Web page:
There is a mystery surrounding the actual appearance or reappearance of lavender in Britain after Roman times (Festing, 1989). The Huguenots have been suggested as possibly bringing it over from France after 1685, however, a poem written by Master Jon Gardener in 1440 suggests that lavender was already growing in Britain by then as do many other references to its medical usage. Many rhymes pertaining to lavender were printed and recited around 1672-85, including the children's rhyme: 'lavender green, lavender blue, I shall be king and you shall be queen', (with and without 'diddle-diddle'), suggesting that lavender was well established for centuries.
From earliest times lavender has been associated with cleanliness and purity, since antiquity bathing was included in the Regimen Sanitatis or writings on the care of the body. Medical, literary and ecclesiastical documents all reveal that bathing played a significant part in medieval life. By the twelfth century there were baths (very large wooden tubs) in the houses of the richer classes, in monasteries, and public baths in towns and villages often with rooms set aside for resting after therapy (Berger, 1999). Bath houses were places for socialisation and intimacy, as we find from the concerns in ecclesiastical quarters, Burchard of Worms (1008—12) in (McNeil and Garner, 1990):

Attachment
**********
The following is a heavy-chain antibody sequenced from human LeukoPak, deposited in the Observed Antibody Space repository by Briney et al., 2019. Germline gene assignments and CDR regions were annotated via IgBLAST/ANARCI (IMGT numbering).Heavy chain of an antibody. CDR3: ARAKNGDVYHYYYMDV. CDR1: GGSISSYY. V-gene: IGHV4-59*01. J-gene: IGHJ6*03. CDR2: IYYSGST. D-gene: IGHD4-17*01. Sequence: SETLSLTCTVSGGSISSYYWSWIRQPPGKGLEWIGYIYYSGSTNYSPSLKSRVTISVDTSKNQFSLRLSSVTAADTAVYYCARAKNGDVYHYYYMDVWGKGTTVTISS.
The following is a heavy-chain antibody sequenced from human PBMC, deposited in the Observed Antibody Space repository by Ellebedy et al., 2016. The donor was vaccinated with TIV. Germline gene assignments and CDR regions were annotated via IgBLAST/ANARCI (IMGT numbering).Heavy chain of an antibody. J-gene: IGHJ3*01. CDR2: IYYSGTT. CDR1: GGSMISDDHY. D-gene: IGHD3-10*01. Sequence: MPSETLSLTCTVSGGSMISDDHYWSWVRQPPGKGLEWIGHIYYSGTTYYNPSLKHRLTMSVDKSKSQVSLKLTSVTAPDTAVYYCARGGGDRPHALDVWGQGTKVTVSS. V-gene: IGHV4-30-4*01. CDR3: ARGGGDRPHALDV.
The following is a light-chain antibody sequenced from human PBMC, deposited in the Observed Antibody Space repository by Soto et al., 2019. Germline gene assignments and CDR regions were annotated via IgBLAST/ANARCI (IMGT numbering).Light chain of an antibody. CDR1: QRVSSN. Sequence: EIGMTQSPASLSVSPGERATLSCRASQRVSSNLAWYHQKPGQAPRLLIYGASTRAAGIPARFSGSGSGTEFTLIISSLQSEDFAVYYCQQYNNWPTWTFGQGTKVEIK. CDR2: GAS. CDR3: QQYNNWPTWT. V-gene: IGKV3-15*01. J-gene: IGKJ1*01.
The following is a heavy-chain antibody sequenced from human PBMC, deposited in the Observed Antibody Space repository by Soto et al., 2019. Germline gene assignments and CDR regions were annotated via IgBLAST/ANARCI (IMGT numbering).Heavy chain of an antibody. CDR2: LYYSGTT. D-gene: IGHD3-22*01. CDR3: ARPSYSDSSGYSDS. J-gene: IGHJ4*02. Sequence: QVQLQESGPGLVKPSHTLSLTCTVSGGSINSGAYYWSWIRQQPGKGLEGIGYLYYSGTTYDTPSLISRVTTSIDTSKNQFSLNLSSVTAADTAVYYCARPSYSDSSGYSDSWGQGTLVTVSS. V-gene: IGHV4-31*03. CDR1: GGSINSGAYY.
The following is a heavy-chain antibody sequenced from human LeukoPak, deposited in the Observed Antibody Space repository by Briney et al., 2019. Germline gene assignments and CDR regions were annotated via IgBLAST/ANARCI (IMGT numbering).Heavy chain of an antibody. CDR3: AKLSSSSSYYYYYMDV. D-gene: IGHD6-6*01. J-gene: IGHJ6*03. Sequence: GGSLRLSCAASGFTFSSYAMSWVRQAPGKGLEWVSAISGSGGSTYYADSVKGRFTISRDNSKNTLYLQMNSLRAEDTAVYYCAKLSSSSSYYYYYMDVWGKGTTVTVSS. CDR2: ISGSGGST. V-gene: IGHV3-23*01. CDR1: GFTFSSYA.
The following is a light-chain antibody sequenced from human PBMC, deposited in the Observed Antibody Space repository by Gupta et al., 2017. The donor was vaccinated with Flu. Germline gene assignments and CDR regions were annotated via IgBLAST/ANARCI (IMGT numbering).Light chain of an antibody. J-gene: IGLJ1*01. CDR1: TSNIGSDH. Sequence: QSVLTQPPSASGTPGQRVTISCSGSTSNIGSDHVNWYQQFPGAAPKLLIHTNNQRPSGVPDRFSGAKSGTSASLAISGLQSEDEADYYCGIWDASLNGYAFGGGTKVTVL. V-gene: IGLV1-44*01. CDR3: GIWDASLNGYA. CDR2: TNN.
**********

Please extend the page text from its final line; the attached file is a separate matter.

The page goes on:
Hast thou washed thyself in the bath with thy wife and other women and seen them nude, as they thee? If thou hast, thou should fast for three days on bread and water.
The type of water best used in a bath was specified, hard or soft, river, rain or snow and should the patient take a steam bath or a water bath, for which Hildegard of Bingen gives much detail regarding thermal springs. For the former, plant extracts were thrown on heated stones in a confined environment, for the latter, if they were medicinal plant materials, they were added to the water (Berger, 1999).
The Liber Niger or Black Book of Edward VI (1547-53), (Leyel, 1937) gives a reference to a 'lavender man' authorised to obtain from the spicery enough soap for the King's personal washing.
Lavender was boiled in water and this was used for washing clothes. Shirts and sheets smelling of lavender were recognised as especially clean and thus those hospitals (some of which were hotels for travellers) and inns with linen smelling of lavender and also pots of lavender on the sills, were frequented in preference to others (Festing, 1989). Lavender was also associated with bridal beds.
Occult properties have also been associated with lavender, as it was among the mint and Feverfew, which were consecrated to the patronesses of witches and sorcerers namely Hecate (goddess of the infernal regions) and her daughters Medea and Circe.
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